To describe this game I should start with “Wow”. This has to be one of the best games I’ve ever played. There are a string of well considered, technical aspects that contribute to this game’s offering but what really sets it out from the rest is the emotional gravity of these complex characters and their desperate situation.
The great – often missed – bi-product of Zombie or post-apocalyptic storylines is how your idea of right and wrong is thrown out of the window when fighting for survival. The wild blood-thirsty zombies themselves are always a nice touch but what really makes the difference is what that does to humans’ minds and the better stories are of how humanity changes when civilization has gone and fear is omnipresent.
The Last of Us handles this extremely well, gruesomely and maturely with an in-depth focus on two main characters, an unlikely duo thrown together by circumstance. The main protagonist, Joel, has had bad things happen to him (you’ll find out in the game’s eventful first 10 minutes) and is definitely no saint because of it. His standoffishness shows that he’s very affected. This is mirrored in the actions of so many other humans you encounter. A particular conversation Joel has with his survival partner, Ellie, sums this up well. Following an ambush that starts with a man pretending to be injured, Ellie asks how Joel knew it was a trap, to which Joel replies “I’ve been on the other side of those ambushes”. I was surprised to have to fend off as many live foes in this game as I did the undead, and most of them niether good nor bad guys.
Ellie, your sidekick throughout, was born after the outbreak so only knows this life and every one of her decisions seems to stem from that troubled orphan-like distrust of people. While distrusting you, though, the polygons and pixels that make Ellie manage to let you know you’re supposed to look after her.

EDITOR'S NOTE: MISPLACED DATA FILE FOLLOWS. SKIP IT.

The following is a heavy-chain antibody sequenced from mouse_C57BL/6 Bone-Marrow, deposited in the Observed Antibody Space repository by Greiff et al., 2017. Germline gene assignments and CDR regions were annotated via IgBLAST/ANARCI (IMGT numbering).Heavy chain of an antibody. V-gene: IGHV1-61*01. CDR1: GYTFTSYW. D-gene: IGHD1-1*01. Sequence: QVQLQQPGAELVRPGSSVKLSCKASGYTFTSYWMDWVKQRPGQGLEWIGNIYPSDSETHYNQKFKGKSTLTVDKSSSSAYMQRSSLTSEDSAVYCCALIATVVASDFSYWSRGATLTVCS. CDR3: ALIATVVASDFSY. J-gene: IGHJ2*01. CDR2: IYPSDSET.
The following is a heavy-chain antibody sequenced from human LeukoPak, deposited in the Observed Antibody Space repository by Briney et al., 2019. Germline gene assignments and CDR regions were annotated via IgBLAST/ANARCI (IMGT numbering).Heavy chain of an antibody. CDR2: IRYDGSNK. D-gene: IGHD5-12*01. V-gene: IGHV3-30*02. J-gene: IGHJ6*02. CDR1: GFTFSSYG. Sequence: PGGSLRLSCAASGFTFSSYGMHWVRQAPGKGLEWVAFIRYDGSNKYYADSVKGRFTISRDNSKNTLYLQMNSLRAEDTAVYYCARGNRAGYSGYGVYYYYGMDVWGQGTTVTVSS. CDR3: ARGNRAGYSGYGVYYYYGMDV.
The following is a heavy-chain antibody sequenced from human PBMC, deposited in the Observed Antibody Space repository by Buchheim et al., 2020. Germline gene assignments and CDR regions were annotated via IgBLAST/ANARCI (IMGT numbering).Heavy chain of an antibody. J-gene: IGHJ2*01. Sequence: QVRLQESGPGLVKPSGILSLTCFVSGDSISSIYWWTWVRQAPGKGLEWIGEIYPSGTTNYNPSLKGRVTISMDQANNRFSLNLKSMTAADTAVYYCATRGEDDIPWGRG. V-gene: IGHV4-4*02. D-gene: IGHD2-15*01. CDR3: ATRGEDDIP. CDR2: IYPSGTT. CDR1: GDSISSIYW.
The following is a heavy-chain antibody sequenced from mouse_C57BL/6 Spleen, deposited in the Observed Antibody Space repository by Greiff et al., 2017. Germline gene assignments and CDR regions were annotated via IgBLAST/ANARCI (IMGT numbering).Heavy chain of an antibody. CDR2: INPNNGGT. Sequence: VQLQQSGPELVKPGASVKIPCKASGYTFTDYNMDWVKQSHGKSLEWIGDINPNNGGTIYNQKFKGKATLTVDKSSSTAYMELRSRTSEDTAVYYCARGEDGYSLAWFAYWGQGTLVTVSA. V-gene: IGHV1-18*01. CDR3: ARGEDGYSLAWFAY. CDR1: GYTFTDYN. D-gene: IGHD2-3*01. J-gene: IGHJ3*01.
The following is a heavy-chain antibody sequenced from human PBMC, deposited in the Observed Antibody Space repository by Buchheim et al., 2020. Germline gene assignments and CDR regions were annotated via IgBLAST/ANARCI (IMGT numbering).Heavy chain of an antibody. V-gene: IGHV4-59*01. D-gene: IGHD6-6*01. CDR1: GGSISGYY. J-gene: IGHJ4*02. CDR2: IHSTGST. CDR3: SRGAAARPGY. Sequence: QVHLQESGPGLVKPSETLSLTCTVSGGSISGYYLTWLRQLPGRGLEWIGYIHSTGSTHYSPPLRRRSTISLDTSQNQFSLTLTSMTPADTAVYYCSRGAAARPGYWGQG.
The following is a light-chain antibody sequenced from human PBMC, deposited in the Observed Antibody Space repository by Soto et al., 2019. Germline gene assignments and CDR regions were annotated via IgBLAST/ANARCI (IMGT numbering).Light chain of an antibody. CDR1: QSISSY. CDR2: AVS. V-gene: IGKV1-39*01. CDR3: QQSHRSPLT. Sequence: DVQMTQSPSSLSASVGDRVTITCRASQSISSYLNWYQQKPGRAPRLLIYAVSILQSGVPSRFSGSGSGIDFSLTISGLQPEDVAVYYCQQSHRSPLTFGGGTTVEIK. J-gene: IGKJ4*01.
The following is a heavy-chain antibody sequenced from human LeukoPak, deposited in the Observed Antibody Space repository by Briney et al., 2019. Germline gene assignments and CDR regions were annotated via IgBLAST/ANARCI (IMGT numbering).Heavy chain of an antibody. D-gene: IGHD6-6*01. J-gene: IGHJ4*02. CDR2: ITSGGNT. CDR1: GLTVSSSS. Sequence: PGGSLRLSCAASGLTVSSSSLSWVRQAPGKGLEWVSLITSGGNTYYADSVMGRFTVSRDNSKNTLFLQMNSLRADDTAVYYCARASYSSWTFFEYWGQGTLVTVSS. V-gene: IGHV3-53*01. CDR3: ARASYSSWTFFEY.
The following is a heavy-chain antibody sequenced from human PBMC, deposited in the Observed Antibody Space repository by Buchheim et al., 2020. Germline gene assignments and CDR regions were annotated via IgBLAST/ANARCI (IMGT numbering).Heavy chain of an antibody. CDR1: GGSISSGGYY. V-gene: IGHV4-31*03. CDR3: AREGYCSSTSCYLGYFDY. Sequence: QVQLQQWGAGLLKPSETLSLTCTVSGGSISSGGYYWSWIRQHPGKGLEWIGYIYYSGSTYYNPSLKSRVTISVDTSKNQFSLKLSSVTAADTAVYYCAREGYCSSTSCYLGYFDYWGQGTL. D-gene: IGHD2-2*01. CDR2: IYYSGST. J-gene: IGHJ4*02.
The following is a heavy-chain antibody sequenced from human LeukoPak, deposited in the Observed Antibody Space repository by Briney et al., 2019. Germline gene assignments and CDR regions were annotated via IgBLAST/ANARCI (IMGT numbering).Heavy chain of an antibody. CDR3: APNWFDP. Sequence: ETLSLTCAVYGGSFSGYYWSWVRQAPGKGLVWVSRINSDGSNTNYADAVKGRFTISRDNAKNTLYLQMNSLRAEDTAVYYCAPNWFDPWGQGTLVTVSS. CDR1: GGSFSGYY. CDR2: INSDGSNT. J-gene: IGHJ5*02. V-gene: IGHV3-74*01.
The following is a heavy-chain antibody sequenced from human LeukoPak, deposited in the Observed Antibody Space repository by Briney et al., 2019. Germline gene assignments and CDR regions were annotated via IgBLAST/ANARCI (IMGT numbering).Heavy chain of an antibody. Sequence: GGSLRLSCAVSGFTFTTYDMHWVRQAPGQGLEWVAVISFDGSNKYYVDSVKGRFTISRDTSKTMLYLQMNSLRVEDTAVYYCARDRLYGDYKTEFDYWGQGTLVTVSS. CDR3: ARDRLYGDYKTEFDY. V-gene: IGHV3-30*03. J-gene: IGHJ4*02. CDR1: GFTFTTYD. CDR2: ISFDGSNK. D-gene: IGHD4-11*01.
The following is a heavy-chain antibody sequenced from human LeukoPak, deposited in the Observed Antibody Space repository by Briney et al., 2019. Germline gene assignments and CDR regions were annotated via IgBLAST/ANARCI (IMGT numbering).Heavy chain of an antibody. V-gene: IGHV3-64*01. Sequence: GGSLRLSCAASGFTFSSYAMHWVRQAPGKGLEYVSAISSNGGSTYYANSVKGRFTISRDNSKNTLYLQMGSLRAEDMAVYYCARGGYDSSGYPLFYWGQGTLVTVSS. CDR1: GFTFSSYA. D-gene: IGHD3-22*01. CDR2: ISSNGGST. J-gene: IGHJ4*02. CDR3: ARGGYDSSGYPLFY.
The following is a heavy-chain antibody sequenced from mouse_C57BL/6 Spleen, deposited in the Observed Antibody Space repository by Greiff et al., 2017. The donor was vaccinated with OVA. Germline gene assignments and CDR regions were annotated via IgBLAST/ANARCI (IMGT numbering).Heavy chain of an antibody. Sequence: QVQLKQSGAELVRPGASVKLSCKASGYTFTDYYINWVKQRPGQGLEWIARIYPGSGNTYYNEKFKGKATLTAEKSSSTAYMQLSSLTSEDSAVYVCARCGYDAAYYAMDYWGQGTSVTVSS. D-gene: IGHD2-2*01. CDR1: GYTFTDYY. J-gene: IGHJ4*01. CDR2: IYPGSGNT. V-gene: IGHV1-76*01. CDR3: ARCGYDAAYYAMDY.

Aside from this unusual partnership, you’re never able to forget that it’s every man for himself and you have to do whatever it takes to survive – toward the end you may choose to be quite cut-throat about it all, almost literally. You won’t want the story ruined, but you should know that it’s subtly and beautifully told from beginning right through to the unorthodox, short but moving ending.
The gameplay itself is very engaging. All the buttons are in the right place and it’s set at just the right pace for the story so there’s no running and gunning, you’ll be torn to pieces by a horde in no time. You’ll need to choose when to fight head on, use a stealth attack or try to creep past unnoticed. When you get it wrong and die (which you will over and again) you won’t be sent miles back forcing you to redo the last half an hour, you’ll be set up perfectly to die again at the same spot fairly promptly – keeping the atmosphere going just perfectly.
Across the journey you’ll pick up mellee weapons, handguns, and long range guns as well as less usual weapons such as a bow and arrow, makeshift bombs and molotov cocktails (my bread and butter). The characters move in third person very naturally and the climbing and hiding behind the aspects of the environment works well.
Progress through the game’s universe is all predetermined but here’s another accomplishment of producers’, Naughty Dog, the game’s environment design gives you enough of a feeling of space and veering off course – the small amount you can – will reward you with that last ingredient to concuct a much needed bomb or one of the secret dog tags you’re collecting. You never feel like the game is on rails and you never get bored through being lost off-track.
A pleasant surprise in this game is the beautifully crafted music. Weeks after completing it, the game’s score plays in my mind on the drive to work or without cause in the shower. I was that spellbound by it that I did a few searches, to find the chap responsible has gone and won himself a few awards plucking many a heart string in his career as a musician and Movie Music Director. You can find one of his other scores here.
The game plays really well and through that alone it’d be a good game but what tipped it into greatness for me was the poetic story that was told in the process. I got to the end credits, glazed over in retrospect and knew that it was all very real, aside from the crazy zombie-like population, of course.
There’s the usual question of whether they’ll make a sequel or not but in a way I hope they don’t. After seeing what happened to my beloved Resident Evil franchise, The Last of Us is best left uninfected.
Take a look at the game’s trailer here…
The Last of Us PS3 trailer
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